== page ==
The One River Project (2012-2015) tracks the flux in rich cultural florescence and collapse through time along a single river – the Río Ica – from its headwaters in the southern Andes to its mouth on the desert past. Its Pacific coast is one of the world’s driest deserts, whose only reliable source of water are rivers arising in the rain-fed highland hinterlands. Second only to the Himalayas, the Andes encompass tremendous variations in human ecology, and, at these tropical latitudes, support cultivation even to extreme altitudes.
Our research studies the interdependency between the hydrology and economy of the coast and highlands taking a single watershed as our unit of analysis, modelling changes in settlement, land use, water management and culture. In particular we are interested in how human populations adapted the natural and physical landscape to their hydric needs.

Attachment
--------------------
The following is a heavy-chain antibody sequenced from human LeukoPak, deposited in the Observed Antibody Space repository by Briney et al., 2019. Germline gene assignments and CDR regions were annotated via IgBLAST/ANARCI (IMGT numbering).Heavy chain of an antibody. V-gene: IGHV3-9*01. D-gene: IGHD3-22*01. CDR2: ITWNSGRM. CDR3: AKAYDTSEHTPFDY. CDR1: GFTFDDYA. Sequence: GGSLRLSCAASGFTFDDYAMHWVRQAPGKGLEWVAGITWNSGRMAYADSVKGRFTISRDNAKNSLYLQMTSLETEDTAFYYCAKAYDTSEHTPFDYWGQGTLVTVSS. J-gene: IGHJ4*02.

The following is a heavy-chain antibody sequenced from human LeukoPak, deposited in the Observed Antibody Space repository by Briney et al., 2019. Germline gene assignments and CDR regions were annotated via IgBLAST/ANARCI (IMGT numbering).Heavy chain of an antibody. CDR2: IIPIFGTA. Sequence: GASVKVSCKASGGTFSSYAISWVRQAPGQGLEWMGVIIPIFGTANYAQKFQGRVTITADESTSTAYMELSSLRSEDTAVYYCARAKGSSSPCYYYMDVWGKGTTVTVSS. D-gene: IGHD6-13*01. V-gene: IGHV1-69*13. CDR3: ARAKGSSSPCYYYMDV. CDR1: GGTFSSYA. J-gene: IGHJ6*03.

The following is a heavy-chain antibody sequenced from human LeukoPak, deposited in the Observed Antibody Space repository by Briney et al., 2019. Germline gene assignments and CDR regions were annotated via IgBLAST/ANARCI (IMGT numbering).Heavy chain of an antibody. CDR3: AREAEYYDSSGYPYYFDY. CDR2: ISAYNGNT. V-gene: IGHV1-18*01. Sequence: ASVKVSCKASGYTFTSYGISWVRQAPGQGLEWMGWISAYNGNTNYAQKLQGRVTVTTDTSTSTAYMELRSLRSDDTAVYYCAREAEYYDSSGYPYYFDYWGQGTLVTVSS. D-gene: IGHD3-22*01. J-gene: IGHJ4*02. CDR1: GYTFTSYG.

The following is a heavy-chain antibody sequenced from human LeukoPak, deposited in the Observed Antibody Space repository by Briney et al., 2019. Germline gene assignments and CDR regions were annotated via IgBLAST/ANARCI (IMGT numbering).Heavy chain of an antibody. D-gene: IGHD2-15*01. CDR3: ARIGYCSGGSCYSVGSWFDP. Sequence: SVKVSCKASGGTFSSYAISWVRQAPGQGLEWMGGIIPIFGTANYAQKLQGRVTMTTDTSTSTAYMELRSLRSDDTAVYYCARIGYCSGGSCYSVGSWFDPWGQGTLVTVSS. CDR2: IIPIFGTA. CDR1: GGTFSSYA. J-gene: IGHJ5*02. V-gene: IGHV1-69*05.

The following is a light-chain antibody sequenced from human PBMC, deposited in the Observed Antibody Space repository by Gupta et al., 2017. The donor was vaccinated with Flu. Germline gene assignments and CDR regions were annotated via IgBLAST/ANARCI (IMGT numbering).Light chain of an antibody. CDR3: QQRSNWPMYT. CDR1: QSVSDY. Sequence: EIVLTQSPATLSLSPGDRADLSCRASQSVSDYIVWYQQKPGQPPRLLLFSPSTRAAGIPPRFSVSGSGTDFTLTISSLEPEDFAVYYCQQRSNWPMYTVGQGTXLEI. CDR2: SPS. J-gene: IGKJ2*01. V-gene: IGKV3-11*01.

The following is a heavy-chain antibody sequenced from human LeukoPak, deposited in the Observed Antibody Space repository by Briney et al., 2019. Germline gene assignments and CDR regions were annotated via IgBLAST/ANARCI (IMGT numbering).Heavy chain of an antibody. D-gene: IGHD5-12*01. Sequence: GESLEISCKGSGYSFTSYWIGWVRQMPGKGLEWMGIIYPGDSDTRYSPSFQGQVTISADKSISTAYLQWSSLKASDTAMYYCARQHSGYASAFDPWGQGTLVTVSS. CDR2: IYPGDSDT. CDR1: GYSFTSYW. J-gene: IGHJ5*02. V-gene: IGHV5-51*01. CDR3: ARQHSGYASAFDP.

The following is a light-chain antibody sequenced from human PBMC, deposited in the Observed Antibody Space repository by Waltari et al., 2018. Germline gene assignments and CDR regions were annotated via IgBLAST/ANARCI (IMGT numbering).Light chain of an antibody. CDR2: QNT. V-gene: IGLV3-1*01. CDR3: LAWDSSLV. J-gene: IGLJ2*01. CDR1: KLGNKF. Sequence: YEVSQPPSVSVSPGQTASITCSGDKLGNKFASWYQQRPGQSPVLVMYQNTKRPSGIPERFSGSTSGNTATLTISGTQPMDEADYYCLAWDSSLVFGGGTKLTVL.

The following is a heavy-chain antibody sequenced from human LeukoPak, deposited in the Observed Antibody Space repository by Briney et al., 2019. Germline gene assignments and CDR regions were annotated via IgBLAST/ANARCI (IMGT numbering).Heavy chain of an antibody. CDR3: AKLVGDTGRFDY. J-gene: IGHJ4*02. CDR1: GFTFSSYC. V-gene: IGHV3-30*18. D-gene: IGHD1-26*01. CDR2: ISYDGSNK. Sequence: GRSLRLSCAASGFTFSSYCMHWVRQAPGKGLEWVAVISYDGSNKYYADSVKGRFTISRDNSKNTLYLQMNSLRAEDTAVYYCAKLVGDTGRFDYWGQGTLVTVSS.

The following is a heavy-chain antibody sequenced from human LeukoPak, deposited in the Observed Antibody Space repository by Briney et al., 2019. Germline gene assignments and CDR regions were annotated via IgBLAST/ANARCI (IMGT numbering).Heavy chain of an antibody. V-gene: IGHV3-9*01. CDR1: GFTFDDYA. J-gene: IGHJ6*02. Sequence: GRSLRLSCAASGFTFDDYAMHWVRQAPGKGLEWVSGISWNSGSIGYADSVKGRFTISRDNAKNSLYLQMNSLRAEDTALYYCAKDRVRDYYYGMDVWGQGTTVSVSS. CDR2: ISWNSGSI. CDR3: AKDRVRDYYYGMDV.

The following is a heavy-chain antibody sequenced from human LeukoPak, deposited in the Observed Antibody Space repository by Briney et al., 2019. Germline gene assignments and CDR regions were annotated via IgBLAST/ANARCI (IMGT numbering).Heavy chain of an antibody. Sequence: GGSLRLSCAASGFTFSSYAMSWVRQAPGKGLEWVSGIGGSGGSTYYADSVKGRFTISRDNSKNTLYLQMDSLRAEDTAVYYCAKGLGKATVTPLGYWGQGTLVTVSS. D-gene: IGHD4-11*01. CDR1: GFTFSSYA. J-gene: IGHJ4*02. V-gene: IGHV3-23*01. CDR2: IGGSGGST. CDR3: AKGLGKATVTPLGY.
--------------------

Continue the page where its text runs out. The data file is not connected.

Here we compare and contrast human management of land and water in the Ica Valley at two ends of extremes in time and space. At the river’s mouth on the Pacific shoreline we look to the first semi- sedentary fisher-hunter-gathers in the Middle Preceramic (c. 5,000 BC). Millennia later, then, in the river’s headwaters, between 2,800 and 4,400 m higher, we investigate those complex agro-pastoralist strategies for the exploitation of pasturage and construction of extensive agricultural terrace systems which became part of the Inca Empire (to AD 1532).
The contrasts between these case studies help draw out the long human trajectory across the extraordinary Andean topography, and how people here constructed and deconstructed their environment based on the short- and long-term decisions taken these same groups. In essence, we aim to understand the political ecology of the Ica Drainage populations through time.